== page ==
This is an interesting war film directed by and starring George Clooney, set amidst the war torn Europe in the early 1940’s. The British and Americans put together a platoon who will search for the treasures of Europe which Hitler and the Nazi’s had started to steal from all the museums all over Europe. It is believed that Hitler was starting his own museum called The Fuhrer Museum. The soldiers selected for this task all had experience in Museums and restoring art. They were aided by a French Museum worker who was aware of the thefts. It was a race against time to retrieve the art before it was all destroyed. They believed that the art was so important because it showed the achievements of people who have gone. This is an interesting movie and well worth a look. Had war scenes in it but the search was the main point of the film. Does contain some violence.

Cover imageDelivery man.
We really enjoyed this story. It is about a man who is over his head in debts and owing to loan sharks. He discovers that he is father of over 500 children after the fertility bank which he helped out 18 years ago had overused his donation. Over 120 of his children want to find out about him and take a class action against him to get the confidentiality clause removed. He does meet some of them without their knowledge. Funny movie. Definitely an Adult movie. It is an M, suggested 16 and over.

Rachel’s Picks:
Several of my picks are from the 2014 NZ International Film Festival so some aren’t available from our catalogue quite yet, but they will be soon!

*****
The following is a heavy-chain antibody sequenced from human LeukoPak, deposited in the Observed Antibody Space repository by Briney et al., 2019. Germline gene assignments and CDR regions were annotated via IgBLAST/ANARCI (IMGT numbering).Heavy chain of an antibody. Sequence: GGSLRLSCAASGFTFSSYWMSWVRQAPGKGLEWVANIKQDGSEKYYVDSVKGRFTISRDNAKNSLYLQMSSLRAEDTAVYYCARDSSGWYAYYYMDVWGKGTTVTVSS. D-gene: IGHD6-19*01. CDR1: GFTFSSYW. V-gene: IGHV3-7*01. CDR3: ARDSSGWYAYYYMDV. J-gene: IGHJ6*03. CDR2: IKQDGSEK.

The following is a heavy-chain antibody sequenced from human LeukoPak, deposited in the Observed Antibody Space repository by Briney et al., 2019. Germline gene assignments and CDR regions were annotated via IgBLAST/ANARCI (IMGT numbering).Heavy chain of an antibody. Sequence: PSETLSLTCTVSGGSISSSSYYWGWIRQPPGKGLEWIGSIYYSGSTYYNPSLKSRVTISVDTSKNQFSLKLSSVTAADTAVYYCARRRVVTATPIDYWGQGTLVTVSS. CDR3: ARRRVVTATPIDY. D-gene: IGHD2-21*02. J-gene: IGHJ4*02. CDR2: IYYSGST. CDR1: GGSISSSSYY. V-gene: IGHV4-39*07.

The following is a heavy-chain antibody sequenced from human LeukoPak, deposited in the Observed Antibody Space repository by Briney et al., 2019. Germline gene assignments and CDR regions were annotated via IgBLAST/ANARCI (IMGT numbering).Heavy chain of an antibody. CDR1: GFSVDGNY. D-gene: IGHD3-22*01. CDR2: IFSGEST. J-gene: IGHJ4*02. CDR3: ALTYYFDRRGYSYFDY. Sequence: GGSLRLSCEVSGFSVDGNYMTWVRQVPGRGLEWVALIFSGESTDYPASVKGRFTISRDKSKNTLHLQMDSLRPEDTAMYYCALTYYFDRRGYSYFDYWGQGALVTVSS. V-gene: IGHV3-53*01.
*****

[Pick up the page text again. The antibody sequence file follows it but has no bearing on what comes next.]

Cover imageSnowpiercer.
I had been looking forward to this for a long time, having followed stories of the cancellation of an international release, then the recutting of the film for an American audience. I was extremely pleased to be able to see the original director’s cut, and it was worth the wait. In Snowpiercer the Earth is covered in ice and the entire remaining population lives on a train that travels perpetually around the globe. The train is divided by class, with the richest at the front and poorest in the tail section. Curtis (Chris Evans) is willing to risk everything to lead a revolution from the tail section to win control of the train and shape the future of humanity. This film is visually stunning, intensely contrasting grime with decadence, mesmerising in its surreality and Tilda Swinton’s fantastically acted part reminded me of an even more intense Professor Umbridge from Harry Potter.

Cover imageFrank.
Inspired by Frank Sidebottom, the comic persona of musician & comedian Chris Sievey, Frank follows the sudden rise of a band whose lead singer is perpetually wearing a giant paper mache head. Again with the surreal elements, Frank is very charming and shows how social media can create hype around something that may not even exist.

Cover imageThe double.
Simon James lives a very ordinary life, until one day his doppelganger James Simon turns up and is everything Simon wishes he could be. The Double has the best lighting design I have ever seen on film. Based on The Double by Fyodor Dostoyevsky.

Cover imageWhiplash.
An incredibly intense film about a jazz drumming student who will do anything it takes to make it to the top. The Oscar wins for J.K. Simmons as Best Supporting Actor and for film editing and sound mixing are well-deserved.